• the sheer numbers of war-affected youth, demobilised soldiers and young people who have not completed basic education
  • poor record keeping, corruption and lack of transparency in education governance: salaries are often paid to ‘ghost’ teachers
  • the ‘relief bubble’ in international financial support often subsides before a more predictable flow of reconstruction resources can be mobilised: relief agencies often scale back operations before development-focused agencies can be mobilised
  • skills training for youth is seriously under-resourced: even when available, vocational training programmes often fail to prepare people for locally available employment opportunities
  • coordination challenges: as education involves an interface of humanitarian action and development in complex ways there is often a plethora of coordination mechanisms
  • failure to develop successful initiatives to build the skills of young people and prevent their recruitment into military or criminal activity: youth are seen as a threat to stability and few programmes value young people as an important resource for development and reconstruction.

 

Donors offer only minimal support to secondary education. This is despite evidence that secondary and higher education suffer a more rapid decline during conflict and a more gradual recovery from it. The most common experience of youth in post-conflict

reconstruction is one of exclusion. The slow progress in re-establishing secondary and tertiary educational opportunities, and the marginal status of most adult education programmes and accelerated learning opportunities, add to this frustration at a time when involvement in conflict often leaves youth with a new sense of empowerment.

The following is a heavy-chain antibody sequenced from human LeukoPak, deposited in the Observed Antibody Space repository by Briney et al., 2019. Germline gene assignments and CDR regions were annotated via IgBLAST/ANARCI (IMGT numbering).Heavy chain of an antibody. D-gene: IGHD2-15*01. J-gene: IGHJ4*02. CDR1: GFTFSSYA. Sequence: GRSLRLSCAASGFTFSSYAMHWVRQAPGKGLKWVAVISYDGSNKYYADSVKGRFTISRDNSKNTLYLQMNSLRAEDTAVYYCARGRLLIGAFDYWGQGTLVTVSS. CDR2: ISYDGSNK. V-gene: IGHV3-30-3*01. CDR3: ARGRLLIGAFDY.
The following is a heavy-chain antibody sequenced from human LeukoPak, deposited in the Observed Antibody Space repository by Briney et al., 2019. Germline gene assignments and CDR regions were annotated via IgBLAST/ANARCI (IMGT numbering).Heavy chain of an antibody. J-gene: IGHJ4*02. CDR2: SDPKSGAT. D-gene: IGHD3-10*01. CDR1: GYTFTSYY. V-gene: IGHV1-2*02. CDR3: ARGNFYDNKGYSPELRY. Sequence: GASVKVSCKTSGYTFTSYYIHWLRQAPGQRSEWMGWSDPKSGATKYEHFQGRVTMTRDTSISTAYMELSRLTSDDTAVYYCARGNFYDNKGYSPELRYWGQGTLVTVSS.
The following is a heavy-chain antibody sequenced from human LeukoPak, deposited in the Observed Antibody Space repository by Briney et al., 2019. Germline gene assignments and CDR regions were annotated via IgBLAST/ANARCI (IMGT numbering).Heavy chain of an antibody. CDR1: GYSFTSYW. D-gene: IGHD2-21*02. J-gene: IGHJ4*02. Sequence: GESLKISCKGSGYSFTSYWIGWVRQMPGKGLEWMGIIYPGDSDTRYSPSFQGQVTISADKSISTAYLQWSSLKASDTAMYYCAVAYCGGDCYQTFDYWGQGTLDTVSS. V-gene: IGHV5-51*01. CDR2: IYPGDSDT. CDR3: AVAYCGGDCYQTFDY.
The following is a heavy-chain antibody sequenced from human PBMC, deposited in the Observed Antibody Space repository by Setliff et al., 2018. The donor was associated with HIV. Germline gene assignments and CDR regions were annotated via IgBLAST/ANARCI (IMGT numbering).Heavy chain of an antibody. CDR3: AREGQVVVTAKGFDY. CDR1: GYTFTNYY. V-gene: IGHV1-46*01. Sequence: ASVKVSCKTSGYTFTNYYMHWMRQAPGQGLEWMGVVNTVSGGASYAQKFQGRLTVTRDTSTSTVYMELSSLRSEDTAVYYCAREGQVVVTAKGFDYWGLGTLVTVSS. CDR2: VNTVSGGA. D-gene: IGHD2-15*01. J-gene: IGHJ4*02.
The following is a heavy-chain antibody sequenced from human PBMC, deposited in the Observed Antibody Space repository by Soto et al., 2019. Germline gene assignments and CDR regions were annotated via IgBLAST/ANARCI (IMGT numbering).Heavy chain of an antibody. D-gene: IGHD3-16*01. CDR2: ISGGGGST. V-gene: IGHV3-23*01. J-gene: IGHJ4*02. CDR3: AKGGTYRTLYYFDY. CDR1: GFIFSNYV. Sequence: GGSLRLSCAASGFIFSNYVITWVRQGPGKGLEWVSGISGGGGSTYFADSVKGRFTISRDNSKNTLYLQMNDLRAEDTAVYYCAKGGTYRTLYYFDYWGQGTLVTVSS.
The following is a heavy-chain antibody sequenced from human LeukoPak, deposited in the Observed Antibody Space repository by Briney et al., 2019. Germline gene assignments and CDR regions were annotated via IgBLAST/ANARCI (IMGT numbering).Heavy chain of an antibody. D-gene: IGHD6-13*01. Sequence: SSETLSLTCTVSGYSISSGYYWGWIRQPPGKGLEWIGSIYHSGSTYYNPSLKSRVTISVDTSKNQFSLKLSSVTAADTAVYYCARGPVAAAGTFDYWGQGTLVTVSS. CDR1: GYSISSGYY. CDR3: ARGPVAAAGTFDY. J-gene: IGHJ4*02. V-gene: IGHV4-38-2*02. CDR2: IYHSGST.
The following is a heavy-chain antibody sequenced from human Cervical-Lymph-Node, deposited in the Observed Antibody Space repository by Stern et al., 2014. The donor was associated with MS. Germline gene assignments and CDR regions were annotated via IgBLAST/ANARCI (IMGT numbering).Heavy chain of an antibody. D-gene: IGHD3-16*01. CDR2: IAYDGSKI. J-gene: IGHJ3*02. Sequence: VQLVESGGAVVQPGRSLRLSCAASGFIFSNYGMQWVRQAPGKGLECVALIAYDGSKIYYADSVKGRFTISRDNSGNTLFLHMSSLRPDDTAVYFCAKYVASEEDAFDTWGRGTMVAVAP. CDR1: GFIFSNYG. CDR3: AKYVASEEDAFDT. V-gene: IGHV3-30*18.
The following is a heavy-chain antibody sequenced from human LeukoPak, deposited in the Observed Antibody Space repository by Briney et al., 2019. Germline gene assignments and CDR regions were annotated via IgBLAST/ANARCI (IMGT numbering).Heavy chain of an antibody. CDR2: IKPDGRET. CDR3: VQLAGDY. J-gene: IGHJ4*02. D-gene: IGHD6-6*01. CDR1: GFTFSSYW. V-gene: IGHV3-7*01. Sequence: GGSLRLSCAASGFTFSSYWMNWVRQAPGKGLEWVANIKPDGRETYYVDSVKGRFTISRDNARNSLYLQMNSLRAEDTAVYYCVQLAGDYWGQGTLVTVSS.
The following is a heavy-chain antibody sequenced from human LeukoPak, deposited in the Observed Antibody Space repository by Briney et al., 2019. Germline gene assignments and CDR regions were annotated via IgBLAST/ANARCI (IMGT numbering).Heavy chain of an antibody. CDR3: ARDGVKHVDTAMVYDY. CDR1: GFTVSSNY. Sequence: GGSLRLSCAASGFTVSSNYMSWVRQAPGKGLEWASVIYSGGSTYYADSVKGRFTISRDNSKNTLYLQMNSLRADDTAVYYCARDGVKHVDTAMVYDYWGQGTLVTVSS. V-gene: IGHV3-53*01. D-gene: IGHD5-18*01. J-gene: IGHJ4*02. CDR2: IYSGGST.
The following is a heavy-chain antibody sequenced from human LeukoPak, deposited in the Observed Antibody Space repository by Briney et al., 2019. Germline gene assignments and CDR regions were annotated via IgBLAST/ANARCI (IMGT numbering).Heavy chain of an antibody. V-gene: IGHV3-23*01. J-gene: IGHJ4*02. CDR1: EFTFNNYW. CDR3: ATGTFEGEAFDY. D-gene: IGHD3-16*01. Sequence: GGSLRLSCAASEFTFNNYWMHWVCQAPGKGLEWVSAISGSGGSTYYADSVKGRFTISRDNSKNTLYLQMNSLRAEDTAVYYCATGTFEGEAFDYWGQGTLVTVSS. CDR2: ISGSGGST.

Neglect of refugees and IDPs

Another area of serious neglect is failure to reintegrate refugees and IDPs into mainstream national education systems. While there is general consensus that the ideal curriculum in refugee education is, in principle at least, that of the country of origin, this is frequently not possible. This creates problems of accreditation of learning, especially for returnees who may be forced to re-enter the system at lower levels because prior learning is not recognised.

The neglect of secondary and post-secondary education typical of post-conflict environments is even more pronounced in refugee education. Only 6% of all refugee students are in secondary education. In both refugee and IDP camps this creates significant problems in terms of motivation for primary students, supply of teachers for the primary schools and cohorts of youth who are frustrated, unemployed and unemployable. Host governments are often unsupportive and concerned about the politicisation of secondary and post-secondary institutions, as well as the possibility of competition for jobs from educated refugees.